John Howell’s column

Published 12:00 am Friday, October 5, 2007

Visit to the Quarter best since Katrina

“Hey Senior,” Billy Davis greeted me when I answered my cell phone Saturday.  “I’m at Wal-Mart and I wish I had a camera,” he said.

“The heart association is here having some kind of a fund raiser,” Davis continued. “And they’re selling smoked sausage!”

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I was slow uptaking the irony, walking among many distractions with my wife and a granddaughter through Jackson Square in New Orleans’ French Quarter.

Most distracting during Billy’s brief call was a fetching young woman walking through the square. She seemed to be floating along in a flowing, billowing dress so short that it suggested a certain profession not normally plied in morning daylight. Her eyes caught and held the gaze of those she met.

Colorful art hung from the wrought iron fence surrounding Jackson Square. The artists themselves sat nearby waiting for sales. Among them were the ever-present fortune tellers. On the Decatur Street side of Jackson Square, the buggy drivers hustled riders for their mule-drawn conveyances.

Crowds were out. LSU and Tulane were playing in the dome, the weather was beautiful, traffic barricades freed the streets for us walkers whose strolls were stalled as we gathered around one street performer before wandering on to the next.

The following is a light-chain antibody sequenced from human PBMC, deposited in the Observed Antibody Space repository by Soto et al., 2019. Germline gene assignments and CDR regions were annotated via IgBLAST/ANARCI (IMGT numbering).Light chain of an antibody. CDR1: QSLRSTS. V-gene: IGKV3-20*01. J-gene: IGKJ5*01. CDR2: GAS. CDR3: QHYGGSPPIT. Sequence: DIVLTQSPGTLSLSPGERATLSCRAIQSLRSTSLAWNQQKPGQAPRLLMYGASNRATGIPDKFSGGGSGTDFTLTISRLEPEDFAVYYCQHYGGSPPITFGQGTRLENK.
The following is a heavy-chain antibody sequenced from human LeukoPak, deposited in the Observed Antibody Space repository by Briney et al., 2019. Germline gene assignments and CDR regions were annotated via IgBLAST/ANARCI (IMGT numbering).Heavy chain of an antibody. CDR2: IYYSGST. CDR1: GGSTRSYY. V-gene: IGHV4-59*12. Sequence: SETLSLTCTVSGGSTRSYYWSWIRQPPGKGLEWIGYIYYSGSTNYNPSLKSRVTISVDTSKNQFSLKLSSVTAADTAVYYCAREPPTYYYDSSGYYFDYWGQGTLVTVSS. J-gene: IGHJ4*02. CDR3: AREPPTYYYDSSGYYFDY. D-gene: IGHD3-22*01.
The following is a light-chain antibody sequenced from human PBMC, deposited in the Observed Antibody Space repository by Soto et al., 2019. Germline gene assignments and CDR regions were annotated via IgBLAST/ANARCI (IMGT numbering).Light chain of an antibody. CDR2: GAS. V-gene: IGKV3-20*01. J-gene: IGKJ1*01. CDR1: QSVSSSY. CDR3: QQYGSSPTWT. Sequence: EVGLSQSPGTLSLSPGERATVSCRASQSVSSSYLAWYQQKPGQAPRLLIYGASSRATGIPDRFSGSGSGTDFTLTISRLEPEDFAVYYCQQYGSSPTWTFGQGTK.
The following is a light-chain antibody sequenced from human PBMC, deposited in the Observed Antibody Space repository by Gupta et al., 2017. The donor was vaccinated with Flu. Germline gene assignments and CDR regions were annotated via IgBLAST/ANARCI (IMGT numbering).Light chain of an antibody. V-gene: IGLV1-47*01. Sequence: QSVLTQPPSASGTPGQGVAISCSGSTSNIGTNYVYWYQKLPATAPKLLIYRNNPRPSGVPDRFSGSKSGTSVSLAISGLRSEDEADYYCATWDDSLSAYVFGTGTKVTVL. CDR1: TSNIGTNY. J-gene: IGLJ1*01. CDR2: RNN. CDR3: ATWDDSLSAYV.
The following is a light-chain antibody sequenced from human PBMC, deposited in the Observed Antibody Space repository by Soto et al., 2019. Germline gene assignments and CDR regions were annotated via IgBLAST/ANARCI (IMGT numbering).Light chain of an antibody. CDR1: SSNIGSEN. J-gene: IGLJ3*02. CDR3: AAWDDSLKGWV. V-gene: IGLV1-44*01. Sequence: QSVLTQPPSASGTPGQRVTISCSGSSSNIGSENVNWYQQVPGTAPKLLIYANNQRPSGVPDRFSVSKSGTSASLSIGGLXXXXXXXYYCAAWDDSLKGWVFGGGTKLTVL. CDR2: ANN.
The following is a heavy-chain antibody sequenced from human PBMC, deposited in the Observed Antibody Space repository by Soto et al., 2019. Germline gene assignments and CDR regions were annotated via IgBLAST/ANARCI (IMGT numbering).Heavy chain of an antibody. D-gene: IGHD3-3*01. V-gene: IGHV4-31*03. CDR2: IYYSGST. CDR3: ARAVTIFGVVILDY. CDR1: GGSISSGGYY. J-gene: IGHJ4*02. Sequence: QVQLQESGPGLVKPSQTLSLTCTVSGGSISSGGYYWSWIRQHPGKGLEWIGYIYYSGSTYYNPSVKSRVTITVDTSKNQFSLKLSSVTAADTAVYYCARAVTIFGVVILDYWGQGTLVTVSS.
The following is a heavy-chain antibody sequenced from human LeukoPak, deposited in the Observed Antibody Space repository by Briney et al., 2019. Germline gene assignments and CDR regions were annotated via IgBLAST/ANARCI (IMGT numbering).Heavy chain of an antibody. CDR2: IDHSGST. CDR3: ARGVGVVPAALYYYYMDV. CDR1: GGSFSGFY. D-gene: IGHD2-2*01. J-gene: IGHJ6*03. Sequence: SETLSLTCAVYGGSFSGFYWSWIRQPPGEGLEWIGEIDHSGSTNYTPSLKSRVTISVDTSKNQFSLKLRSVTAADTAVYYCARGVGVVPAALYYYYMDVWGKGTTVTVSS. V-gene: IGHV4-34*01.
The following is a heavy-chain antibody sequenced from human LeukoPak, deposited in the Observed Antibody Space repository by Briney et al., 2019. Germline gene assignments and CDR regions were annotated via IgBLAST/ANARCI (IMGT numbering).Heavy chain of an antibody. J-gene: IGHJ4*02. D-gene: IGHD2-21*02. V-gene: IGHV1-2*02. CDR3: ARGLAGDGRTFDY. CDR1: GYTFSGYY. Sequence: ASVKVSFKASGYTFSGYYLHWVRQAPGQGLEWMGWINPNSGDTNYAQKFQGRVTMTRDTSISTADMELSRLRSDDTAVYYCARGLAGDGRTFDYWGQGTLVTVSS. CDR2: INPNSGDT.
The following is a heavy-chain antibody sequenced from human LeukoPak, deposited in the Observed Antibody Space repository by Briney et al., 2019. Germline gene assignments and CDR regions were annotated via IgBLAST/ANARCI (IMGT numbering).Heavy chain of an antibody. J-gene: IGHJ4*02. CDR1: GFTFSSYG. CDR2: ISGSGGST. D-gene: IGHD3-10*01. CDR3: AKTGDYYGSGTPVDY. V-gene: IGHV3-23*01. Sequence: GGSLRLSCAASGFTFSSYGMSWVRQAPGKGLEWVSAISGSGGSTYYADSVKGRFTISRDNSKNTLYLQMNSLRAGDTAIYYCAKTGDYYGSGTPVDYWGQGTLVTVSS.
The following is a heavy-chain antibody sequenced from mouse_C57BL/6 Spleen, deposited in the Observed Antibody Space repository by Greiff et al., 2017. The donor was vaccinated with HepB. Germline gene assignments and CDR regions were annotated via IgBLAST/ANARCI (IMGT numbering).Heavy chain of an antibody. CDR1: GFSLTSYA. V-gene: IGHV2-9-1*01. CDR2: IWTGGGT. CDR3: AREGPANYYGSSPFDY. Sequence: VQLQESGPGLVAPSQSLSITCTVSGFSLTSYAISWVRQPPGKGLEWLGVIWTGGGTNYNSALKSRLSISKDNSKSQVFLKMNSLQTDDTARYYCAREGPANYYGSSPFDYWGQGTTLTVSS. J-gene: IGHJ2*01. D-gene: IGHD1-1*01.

It was our best visit in the Quarter since Katrina.

Three street musicians played at a barricade that freed the streets for pedestrians. A one-lady washboard, cymbals and tambourine section, a guy on bongos and another with guitar made the music of thrice their number.

Half a block away in the middle of the street was a man frozen mid-step on a ladder propped against — nothing. He was a mime. The first passing glance recorded a visual that caused a double-take. Dressed in jeans and hardhat, the mime held his pose with one foot placed on the ladder’s bottom rung, the other on its second. A closer look revealed that the ladder’s base was slightly triangular, allowing it to balance at an angle, its top end about eight feet above the street.

Balanced on the mime’s shoulder was a 2’ by 4’ stud. The only visible movement was the stud that shifted slightly in the light breeze that day.  As long as we looked there was no other hint of that the figure was not a statue. The longer he stood there motionless, the more tourists stopped to look at him and the more who put dollar bills into the small box at his feet.

Further along, young black men with taps on their tennis shoes tapped out driving rhythums punctuated by sharp hand-clapping and blending in to street sounds both cacophonic and symphonic.

Fall is great for visiting New Orleans. Go. Walk. Listen, look and smell.

And keep a few loose dollars in your pocket to drop in the boxes of the street performers.